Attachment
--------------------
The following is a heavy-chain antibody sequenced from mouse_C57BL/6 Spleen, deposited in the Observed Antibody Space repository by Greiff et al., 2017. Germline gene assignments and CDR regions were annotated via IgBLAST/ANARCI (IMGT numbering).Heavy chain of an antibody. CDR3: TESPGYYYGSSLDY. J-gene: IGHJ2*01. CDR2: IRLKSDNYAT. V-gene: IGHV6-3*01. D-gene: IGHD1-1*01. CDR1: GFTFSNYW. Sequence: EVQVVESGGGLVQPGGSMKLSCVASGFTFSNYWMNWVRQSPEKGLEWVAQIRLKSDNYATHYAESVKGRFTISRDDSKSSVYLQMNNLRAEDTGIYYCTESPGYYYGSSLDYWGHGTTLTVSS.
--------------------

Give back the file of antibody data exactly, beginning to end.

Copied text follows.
The following is a heavy-chain antibody sequenced from mouse_C57BL/6 Spleen, deposited in the Observed Antibody Space repository by Greiff et al., 2017. Germline gene assignments and CDR regions were annotated via IgBLAST/ANARCI (IMGT numbering).Heavy chain of an antibody. CDR3: TESPGYYYGSSLDY. J-gene: IGHJ2*01. CDR2: IRLKSDNYAT. V-gene: IGHV6-3*01. D-gene: IGHD1-1*01. CDR1: GFTFSNYW. Sequence: EVQVVESGGGLVQPGGSMKLSCVASGFTFSNYWMNWVRQSPEKGLEWVAQIRLKSDNYATHYAESVKGRFTISRDDSKSSVYLQMNNLRAEDTGIYYCTESPGYYYGSSLDYWGHGTTLTVSS.